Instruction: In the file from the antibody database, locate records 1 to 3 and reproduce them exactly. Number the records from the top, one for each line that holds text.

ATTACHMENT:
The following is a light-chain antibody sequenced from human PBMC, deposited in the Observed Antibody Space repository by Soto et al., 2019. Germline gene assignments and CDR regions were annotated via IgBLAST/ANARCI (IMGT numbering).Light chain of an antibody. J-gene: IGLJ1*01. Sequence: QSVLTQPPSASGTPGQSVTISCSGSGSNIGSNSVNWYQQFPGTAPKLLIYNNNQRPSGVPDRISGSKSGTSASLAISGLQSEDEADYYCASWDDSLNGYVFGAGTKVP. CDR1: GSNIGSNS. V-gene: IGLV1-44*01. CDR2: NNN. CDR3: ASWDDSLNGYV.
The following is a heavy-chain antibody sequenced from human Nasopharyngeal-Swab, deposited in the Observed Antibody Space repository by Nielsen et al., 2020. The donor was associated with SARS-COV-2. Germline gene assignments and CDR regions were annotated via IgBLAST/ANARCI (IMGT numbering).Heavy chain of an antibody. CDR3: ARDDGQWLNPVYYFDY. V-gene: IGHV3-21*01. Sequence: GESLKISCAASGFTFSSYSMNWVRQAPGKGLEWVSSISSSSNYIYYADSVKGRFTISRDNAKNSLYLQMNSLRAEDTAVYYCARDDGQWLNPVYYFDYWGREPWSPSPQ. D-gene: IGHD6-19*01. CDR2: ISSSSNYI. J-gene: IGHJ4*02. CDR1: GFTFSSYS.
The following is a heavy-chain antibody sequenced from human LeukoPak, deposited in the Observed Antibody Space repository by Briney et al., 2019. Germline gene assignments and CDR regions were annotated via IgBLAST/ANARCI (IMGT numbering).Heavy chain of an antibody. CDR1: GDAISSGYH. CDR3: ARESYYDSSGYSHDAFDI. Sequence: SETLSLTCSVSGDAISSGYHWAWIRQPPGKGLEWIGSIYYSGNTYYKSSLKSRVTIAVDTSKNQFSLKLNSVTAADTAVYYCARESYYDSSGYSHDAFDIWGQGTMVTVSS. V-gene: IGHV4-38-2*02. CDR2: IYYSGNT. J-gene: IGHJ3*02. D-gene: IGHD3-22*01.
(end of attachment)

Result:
The following is a light-chain antibody sequenced from human PBMC, deposited in the Observed Antibody Space repository by Soto et al., 2019. Germline gene assignments and CDR regions were annotated via IgBLAST/ANARCI (IMGT numbering).Light chain of an antibody. J-gene: IGLJ1*01. Sequence: QSVLTQPPSASGTPGQSVTISCSGSGSNIGSNSVNWYQQFPGTAPKLLIYNNNQRPSGVPDRISGSKSGTSASLAISGLQSEDEADYYCASWDDSLNGYVFGAGTKVP. CDR1: GSNIGSNS. V-gene: IGLV1-44*01. CDR2: NNN. CDR3: ASWDDSLNGYV.
The following is a heavy-chain antibody sequenced from human Nasopharyngeal-Swab, deposited in the Observed Antibody Space repository by Nielsen et al., 2020. The donor was associated with SARS-COV-2. Germline gene assignments and CDR regions were annotated via IgBLAST/ANARCI (IMGT numbering).Heavy chain of an antibody. CDR3: ARDDGQWLNPVYYFDY. V-gene: IGHV3-21*01. Sequence: GESLKISCAASGFTFSSYSMNWVRQAPGKGLEWVSSISSSSNYIYYADSVKGRFTISRDNAKNSLYLQMNSLRAEDTAVYYCARDDGQWLNPVYYFDYWGREPWSPSPQ. D-gene: IGHD6-19*01. CDR2: ISSSSNYI. J-gene: IGHJ4*02. CDR1: GFTFSSYS.
The following is a heavy-chain antibody sequenced from human LeukoPak, deposited in the Observed Antibody Space repository by Briney et al., 2019. Germline gene assignments and CDR regions were annotated via IgBLAST/ANARCI (IMGT numbering).Heavy chain of an antibody. CDR1: GDAISSGYH. CDR3: ARESYYDSSGYSHDAFDI. Sequence: SETLSLTCSVSGDAISSGYHWAWIRQPPGKGLEWIGSIYYSGNTYYKSSLKSRVTIAVDTSKNQFSLKLNSVTAADTAVYYCARESYYDSSGYSHDAFDIWGQGTMVTVSS. V-gene: IGHV4-38-2*02. CDR2: IYYSGNT. J-gene: IGHJ3*02. D-gene: IGHD3-22*01.